Water conservation can also be enhanced and runoff reduced or eliminated by using furrow diking. With furrow dikes, small dikes or dams are constructed at intervals along furrows or in the interrow area between crop rows. This results in small depressions that retain potential storm runoff so it can infiltrate. Furrow dikes are applicable to dryland or irrigated crop production. The use of furrow dikes is normally recommended for use on fields that are irrigated with LEPA (low energy precision applicator) because water is applied at a high rate to a small area. When pivots are aligned up and down slope, considerable runoff can occur. Furrow diking is applicable for reduced tillage or clean tillage management but is difficult to employ with no-tillage.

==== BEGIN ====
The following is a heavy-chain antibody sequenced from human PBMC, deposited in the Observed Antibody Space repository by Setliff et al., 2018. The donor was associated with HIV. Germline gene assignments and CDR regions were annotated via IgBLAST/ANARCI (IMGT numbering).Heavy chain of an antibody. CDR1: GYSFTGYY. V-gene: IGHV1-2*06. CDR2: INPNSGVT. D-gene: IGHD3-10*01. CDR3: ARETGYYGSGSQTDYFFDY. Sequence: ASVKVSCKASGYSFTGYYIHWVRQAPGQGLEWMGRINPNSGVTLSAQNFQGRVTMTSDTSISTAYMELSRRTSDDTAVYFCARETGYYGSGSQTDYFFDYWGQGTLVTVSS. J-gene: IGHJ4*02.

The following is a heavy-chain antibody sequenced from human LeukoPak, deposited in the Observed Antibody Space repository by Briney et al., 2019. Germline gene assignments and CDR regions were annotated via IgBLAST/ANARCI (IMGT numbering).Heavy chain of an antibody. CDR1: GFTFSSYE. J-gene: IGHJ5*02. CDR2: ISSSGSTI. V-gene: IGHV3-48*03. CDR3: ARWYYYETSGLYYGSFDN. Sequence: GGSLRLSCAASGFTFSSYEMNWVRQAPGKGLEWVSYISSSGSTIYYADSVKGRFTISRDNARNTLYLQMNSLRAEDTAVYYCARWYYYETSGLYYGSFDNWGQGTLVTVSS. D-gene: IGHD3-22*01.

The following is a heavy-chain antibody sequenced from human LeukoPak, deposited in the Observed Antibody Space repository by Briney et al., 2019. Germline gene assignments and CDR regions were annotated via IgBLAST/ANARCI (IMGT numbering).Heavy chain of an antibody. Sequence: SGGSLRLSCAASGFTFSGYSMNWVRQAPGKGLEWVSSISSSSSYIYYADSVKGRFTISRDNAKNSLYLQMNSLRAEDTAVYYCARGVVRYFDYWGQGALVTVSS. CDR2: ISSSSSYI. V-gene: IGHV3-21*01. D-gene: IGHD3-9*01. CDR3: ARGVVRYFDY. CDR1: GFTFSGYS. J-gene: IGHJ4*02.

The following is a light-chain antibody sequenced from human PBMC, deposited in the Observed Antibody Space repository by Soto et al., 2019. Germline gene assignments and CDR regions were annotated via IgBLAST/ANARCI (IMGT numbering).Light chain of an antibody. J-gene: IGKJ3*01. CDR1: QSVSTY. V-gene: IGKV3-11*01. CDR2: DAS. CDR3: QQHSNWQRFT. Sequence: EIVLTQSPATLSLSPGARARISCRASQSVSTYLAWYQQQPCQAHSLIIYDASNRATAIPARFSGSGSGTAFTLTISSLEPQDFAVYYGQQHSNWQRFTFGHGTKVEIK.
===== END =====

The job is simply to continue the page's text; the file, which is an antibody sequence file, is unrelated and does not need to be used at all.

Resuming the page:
Reducing or eliminating tilling reduces evaporation and increases soil water storage. The results of a 6-year dryland study of the effects of tillage on soil water contents at planting of sorghum and wheat (after 11-months of fallow) are shown in Figure 1 and Table 1. Deep chiseling with a paraplow was performed on half the field-sized watersheds, and subsequent management was with either no-tillage or stubblemulch (large V blades) dryland tillage management. Paratillage had little effect on soil water content or on grain yield with either no-tillage or stubblemulch management with either sorghum or wheat. However, compared to stubblemulch management, no-tillage management resulted in greater amounts of water in the soil contents. The soil in this study was Pullman clay loam, precipitation averaged 18 inches per year and the cropping rotation was a 3- year wheat-sorghum-fallow sequence. Paratillage was performed every third year after sorghum harvest when the soil profile was relatively dry.